Exporting U.S. energy supplies overseas to support growth in natural gas transportation in places like China and Korea makes no sense and hopefully will not happen, said Richard Kolodziej, president of NGVAmerica, the Washington, DC-based trade organization advocating vehicles powered by compressed natural gas (CNG) and liquefied natural gas (LNG).
If U.S. energy policy doesn’t emphasize more use of low-priced domestic natural gas, then exports make sense, but that isn’t, and should not, be the case, said Kolodziej, speaking Tuesday on webinar, “The Domestic Gas Surge and the Future of Clean Transportation,” sponsored by energy research and consulting firm Pike Research.
“How does [exporting LNG] make any sense from a public policy standpoint?” he asked. Using the example of China, he said to export “our cheap natural gas so they can convert their vehicles to run on natural gas and displace petroleum while we still import a significant portion of our petroleum at $100/bbl. That makes no sense.”
He said the export of LNG will only occur if the price of natural gas worldwide stays high, and for what he said are a number of reasons, “that is not going to happen.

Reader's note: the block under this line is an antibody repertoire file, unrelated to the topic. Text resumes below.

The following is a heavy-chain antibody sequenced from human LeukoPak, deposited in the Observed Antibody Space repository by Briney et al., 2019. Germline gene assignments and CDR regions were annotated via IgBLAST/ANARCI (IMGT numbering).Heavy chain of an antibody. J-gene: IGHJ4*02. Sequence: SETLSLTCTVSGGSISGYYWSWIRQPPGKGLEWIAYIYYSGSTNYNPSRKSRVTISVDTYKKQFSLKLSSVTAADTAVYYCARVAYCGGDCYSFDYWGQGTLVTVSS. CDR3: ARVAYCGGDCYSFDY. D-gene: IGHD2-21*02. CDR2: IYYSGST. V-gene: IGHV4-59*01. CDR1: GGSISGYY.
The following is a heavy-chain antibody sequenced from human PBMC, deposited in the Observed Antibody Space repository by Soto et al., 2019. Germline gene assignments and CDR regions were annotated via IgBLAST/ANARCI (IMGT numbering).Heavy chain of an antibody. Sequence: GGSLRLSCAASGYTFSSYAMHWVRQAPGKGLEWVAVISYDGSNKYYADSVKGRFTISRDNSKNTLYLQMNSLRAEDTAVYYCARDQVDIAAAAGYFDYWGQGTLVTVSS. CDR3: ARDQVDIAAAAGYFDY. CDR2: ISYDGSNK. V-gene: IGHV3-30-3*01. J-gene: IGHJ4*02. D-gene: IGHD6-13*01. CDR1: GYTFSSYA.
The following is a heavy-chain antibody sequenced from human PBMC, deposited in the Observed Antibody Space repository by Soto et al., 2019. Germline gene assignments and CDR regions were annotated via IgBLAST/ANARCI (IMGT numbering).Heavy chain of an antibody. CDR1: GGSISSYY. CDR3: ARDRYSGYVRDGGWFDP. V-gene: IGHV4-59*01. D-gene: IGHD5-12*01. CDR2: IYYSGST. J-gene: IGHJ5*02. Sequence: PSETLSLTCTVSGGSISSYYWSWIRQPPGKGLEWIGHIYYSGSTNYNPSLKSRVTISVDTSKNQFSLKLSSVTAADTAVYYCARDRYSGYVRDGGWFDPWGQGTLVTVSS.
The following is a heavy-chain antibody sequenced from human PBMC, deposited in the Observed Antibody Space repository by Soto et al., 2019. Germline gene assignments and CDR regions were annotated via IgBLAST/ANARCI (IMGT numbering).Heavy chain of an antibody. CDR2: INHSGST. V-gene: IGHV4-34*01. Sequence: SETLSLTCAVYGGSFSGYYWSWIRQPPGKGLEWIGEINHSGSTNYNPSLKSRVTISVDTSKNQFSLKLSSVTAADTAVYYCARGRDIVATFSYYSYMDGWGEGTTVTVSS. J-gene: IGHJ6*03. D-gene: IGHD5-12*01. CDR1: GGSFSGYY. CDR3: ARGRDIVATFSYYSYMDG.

“Our prices are going to come up from where they are now to $4 or $5, and I am confident at that level we will have more gas than we can use, but I think worldwide gas prices are going to come down as extracting and shale production become standard around the world. So I don’t think those [U.S.] export plans are really going to take hold.”
Regardless of what ultimately happens with prices, NGVs are going to be a major part of America’s transportation system, said Kolodziej, who responded to questions by saying the choice between electric vehicles (EV) and NGVs depends on the application. Because of battery and range limitations, “electricity has a lot of challenges,” he said, and Pike Research senior analyst David Hurst agreed.
“It is really specific to the application whether EVs are viable, said Hurst, who noted that vehicles that work all day need the longer range of NGVs. “I see the two as more complementary than competing because they each fill different roles,” Hurst said. “For what each does, they do it well.”
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